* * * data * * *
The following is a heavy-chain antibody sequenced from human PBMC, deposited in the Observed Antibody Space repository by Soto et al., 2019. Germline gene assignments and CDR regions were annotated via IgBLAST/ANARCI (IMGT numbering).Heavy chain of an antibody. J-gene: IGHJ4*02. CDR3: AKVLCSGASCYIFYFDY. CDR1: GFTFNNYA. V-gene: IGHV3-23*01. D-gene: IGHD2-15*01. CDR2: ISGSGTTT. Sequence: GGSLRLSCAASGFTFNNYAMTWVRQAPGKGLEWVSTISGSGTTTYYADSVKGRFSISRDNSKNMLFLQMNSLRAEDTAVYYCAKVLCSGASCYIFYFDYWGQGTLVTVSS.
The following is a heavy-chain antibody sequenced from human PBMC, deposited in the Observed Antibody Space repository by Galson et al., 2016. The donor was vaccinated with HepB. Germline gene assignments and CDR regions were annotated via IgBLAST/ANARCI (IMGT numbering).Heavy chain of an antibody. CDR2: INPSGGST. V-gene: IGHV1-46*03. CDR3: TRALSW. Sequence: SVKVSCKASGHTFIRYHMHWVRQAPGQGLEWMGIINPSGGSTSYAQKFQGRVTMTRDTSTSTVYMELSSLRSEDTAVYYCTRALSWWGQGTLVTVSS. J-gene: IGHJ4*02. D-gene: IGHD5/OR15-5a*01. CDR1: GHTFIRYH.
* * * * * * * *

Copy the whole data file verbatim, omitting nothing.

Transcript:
The following is a heavy-chain antibody sequenced from human PBMC, deposited in the Observed Antibody Space repository by Soto et al., 2019. Germline gene assignments and CDR regions were annotated via IgBLAST/ANARCI (IMGT numbering).Heavy chain of an antibody. J-gene: IGHJ4*02. CDR3: AKVLCSGASCYIFYFDY. CDR1: GFTFNNYA. V-gene: IGHV3-23*01. D-gene: IGHD2-15*01. CDR2: ISGSGTTT. Sequence: GGSLRLSCAASGFTFNNYAMTWVRQAPGKGLEWVSTISGSGTTTYYADSVKGRFSISRDNSKNMLFLQMNSLRAEDTAVYYCAKVLCSGASCYIFYFDYWGQGTLVTVSS.
The following is a heavy-chain antibody sequenced from human PBMC, deposited in the Observed Antibody Space repository by Galson et al., 2016. The donor was vaccinated with HepB. Germline gene assignments and CDR regions were annotated via IgBLAST/ANARCI (IMGT numbering).Heavy chain of an antibody. CDR2: INPSGGST. V-gene: IGHV1-46*03. CDR3: TRALSW. Sequence: SVKVSCKASGHTFIRYHMHWVRQAPGQGLEWMGIINPSGGSTSYAQKFQGRVTMTRDTSTSTVYMELSSLRSEDTAVYYCTRALSWWGQGTLVTVSS. J-gene: IGHJ4*02. D-gene: IGHD5/OR15-5a*01. CDR1: GHTFIRYH.